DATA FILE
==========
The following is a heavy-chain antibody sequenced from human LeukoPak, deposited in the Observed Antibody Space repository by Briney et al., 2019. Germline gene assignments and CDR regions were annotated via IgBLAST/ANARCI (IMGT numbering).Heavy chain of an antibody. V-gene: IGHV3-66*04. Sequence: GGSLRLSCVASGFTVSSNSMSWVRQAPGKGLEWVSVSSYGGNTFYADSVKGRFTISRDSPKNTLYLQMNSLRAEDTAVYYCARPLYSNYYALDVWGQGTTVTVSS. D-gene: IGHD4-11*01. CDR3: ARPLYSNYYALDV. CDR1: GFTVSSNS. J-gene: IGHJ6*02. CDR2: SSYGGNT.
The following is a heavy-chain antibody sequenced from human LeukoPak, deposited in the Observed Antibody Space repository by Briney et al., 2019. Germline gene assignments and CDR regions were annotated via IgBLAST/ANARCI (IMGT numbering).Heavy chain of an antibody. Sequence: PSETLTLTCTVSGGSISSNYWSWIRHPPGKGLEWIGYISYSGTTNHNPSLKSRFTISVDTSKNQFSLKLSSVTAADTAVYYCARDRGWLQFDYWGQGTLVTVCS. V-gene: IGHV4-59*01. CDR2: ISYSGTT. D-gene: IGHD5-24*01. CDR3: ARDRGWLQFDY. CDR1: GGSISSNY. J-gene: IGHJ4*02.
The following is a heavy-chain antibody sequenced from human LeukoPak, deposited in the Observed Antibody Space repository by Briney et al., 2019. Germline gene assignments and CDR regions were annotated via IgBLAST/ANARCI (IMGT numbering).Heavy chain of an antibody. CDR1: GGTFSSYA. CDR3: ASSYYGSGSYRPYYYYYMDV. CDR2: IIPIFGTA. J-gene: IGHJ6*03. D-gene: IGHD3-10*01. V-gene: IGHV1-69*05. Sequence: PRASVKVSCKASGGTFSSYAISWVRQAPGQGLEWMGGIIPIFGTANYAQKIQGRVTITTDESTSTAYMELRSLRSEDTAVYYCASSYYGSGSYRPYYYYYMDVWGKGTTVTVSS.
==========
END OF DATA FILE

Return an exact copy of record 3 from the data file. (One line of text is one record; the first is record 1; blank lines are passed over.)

The following is a heavy-chain antibody sequenced from human LeukoPak, deposited in the Observed Antibody Space repository by Briney et al., 2019. Germline gene assignments and CDR regions were annotated via IgBLAST/ANARCI (IMGT numbering).Heavy chain of an antibody. CDR1: GGTFSSYA. CDR3: ASSYYGSGSYRPYYYYYMDV. CDR2: IIPIFGTA. J-gene: IGHJ6*03. D-gene: IGHD3-10*01. V-gene: IGHV1-69*05. Sequence: PRASVKVSCKASGGTFSSYAISWVRQAPGQGLEWMGGIIPIFGTANYAQKIQGRVTITTDESTSTAYMELRSLRSEDTAVYYCASSYYGSGSYRPYYYYYMDVWGKGTTVTVSS.